(Bloomberg) — The Hong Kong Monetary Authority cut its benchmark interest rate in line with the U.S. Federal Reserve, opening the door for lower retail borrowing costs to boost the sagging economy.
The HKMA on Thursday lowered its base rate to 2.5% from 2.75%, in step with the Fed’s quarter point move. As the Hong Kong dollar is pegged to the greenback, the city essentially imports U.S. monetary policy.
The first base rate reduction in more than a decade comes as the city is facing the economic downdraft from slowing global trade, China’s weakening expansion and political turmoil at home. Gross domestic product contracted 0.3% from the previous quarter, while growth on a year-ago basis remained at 0.6%, according to data released on Wednesday.341647551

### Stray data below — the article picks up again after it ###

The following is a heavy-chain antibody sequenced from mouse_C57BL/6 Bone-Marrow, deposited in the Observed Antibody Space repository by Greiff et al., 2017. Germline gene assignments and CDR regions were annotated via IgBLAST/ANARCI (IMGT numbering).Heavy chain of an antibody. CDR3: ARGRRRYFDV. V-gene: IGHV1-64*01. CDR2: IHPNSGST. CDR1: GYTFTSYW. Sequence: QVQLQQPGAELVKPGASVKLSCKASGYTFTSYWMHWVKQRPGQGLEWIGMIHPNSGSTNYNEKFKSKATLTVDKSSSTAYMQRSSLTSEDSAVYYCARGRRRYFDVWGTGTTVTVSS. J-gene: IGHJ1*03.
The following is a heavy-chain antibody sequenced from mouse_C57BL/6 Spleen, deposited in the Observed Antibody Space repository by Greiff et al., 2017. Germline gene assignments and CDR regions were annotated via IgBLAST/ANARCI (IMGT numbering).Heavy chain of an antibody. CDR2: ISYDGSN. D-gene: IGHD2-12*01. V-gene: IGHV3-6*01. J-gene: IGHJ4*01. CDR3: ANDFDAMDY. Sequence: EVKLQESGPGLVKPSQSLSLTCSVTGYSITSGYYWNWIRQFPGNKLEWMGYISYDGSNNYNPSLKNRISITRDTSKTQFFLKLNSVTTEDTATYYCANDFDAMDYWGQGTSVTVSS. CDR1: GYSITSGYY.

The rate Hong Kong banks charge each other for loans over three months has fallen sharply in July, offering some leeway for lenders to follow the HKMA’s move and in turn lower their borrowing costs to retail customers.
The HKMA is now in a transitional period, with chief executive Norman Chan set to be replaced in October by his long-time deputy Eddie Yue, who will have to face risks ranging from a resurgent property market to intermittent sniping against the city’s currency peg.
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